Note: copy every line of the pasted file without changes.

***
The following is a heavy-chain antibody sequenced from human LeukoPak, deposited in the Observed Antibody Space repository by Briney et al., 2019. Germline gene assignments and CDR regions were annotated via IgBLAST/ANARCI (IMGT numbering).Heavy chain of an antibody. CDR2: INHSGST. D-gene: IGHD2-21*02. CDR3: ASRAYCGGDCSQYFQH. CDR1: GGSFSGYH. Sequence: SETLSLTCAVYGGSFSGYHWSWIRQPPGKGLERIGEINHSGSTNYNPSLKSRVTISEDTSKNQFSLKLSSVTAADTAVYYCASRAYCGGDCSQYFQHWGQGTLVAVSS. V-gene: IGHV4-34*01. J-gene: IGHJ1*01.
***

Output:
The following is a heavy-chain antibody sequenced from human LeukoPak, deposited in the Observed Antibody Space repository by Briney et al., 2019. Germline gene assignments and CDR regions were annotated via IgBLAST/ANARCI (IMGT numbering).Heavy chain of an antibody. CDR2: INHSGST. D-gene: IGHD2-21*02. CDR3: ASRAYCGGDCSQYFQH. CDR1: GGSFSGYH. Sequence: SETLSLTCAVYGGSFSGYHWSWIRQPPGKGLERIGEINHSGSTNYNPSLKSRVTISEDTSKNQFSLKLSSVTAADTAVYYCASRAYCGGDCSQYFQHWGQGTLVAVSS. V-gene: IGHV4-34*01. J-gene: IGHJ1*01.